Originally found in the Mediterranean but now cultivated worldwide, parsley is a versatile herb with leaves and roots that are used mainly as a garnish or condiment to spice-up foods. It’s quite low in calories but is packed with flavor, making it a great low-calorie ingredient for a variety of recipes.

It has, however, been used for centuries in traditional herbal medicine to treat a plethora of medical conditions. It’s been used to regulate menstrual flow; treat cancers, anemia and arthritis, and as a carminative to relieve flatulence. It’s also used as an aphrodisiac and a hypotensive remedy.

This fragrant herb also contains essential oils that have antibacterial properties. While some of these claims might not stand up to strict medical scrutiny, there are a number that can. Among these:

1. Parsley has antibacterial properties when used as an extract. A test-tube study demonstrated that the extract showed significant antibacterial activity against yeast, molds and an infection-causing bacterium known as Staphylococcus aureus, which can cause pneumonia and meningitis, among others.

The extract may also prevent the growth of bacteria in food. Another test-tube study found it prevented the growth of potentially harmful bacteria, such as Listeria and Salmonella — both known to cause food poisoning.

2. Parsley contains many important nutrients. This herb offers a lot more nutrients than many people think. A 1/2 cup or 30 grams of fresh, chopped parsley provides: calories (11 calories), carbs: (2 grams), protein (1 gram), fat (less than 1 gram), fiber (1 gram), vitamin A: 108 percent of the Reference Daily Intake (RDI), vitamin C: 53 percent of RDI, vitamin K: 547 percent of RDI, potassium: 4 percent of RDI and folate: 11 percent of RDI.

3. Parsley supports bone health with vitamin K. Parsley is packed with vitamin K, which is an essential nutrient in bone health. A 1/2 cup (30 grams) of parsley provides a huge 547 percent of RDI.

Vitamin K helps build stronger bones by supporting the body’s bone-building cells. It also increases bone mineral density, which is a measure of the amount of minerals present in bones. A lower bone mineral density is associated with an increased risk of fractures, especially in the elderly.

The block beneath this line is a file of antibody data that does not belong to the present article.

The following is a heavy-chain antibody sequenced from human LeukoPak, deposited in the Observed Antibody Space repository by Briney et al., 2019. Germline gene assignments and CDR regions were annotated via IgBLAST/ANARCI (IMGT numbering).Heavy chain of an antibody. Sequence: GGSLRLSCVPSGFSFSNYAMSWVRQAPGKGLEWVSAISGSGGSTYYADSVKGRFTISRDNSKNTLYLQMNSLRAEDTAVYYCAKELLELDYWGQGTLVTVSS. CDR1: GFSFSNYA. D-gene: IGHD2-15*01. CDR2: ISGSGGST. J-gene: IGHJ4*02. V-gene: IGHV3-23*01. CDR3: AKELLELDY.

Some studies suggest eating foods high in vitamin K might reduce the risk of fractures. One study found that higher vitamin K intake was associated with a 22 percent lower risk of fractures (17, 18).

Typical dietary intakes of vitamin K may be below the levels needed to improve bone mineral density and reduce fracture risk. Therefore, eating foods like parsley may benefit bone health (19).

4. Parsley is rich in antioxidants. It contains many powerful antioxidants that prevent cellular damage from molecules called free radicals. The main antioxidants in parsley are flavonoids, carotenoids and vitamin C.

Parsley is particularly rich in flavonoids that might lower your risk of certain conditions, including colon cancer, type 2 diabetes and heart disease. Dried parsley might be higher in antioxidants than fresh sprigs. One study found the dried herb had 17 times more antioxidant content than its fresh counterpart.

5. Parsley contains cancer-fighting compounds that may have anticancer effects. It’s packed with flavonoid antioxidants and vitamin C, which reduce oxidative stress and might lower your risk of certain cancers. A high dietary intake of flavonoids may reduce colon cancer risk by up to a 30 percent.

Eating foods rich in vitamin C might reduce the risk of cancer, as well. Half a cup (30 grams) of parsley provides 53 percent of RDI for this nutrient.

6. Parsley is rich in nutrients that protect your eyes. Lutein, beta carotene and zeaxanthin are three carotenoids in parsley that help protect your eyes and promote healthy vision.

Beta carotene is another carotenoid that supports eye health. This carotenoid can be converted by your body into vitamin A. This conversion of beta carotene explains why parsley is very rich in vitamin A.

Vitamin A helps protect the cornea, the outermost layer of the eye and the conjunctiva (the thin membrane covering the front of the eye and the inside of the eyelids).

7. Parsley is easy to add to your diet. Dried parsley can be used as an ingredient in many recipes. It will enhance the flavor of soups and stews and is often combined with other herbs in Italian-inspired recipes.

Fresh parsley is a great addition to homemade salad dressings, marinades, and seafood recipes. Many people use fresh sprigs in recipes that don’t require cooking or add the herb at the end of the cooking period.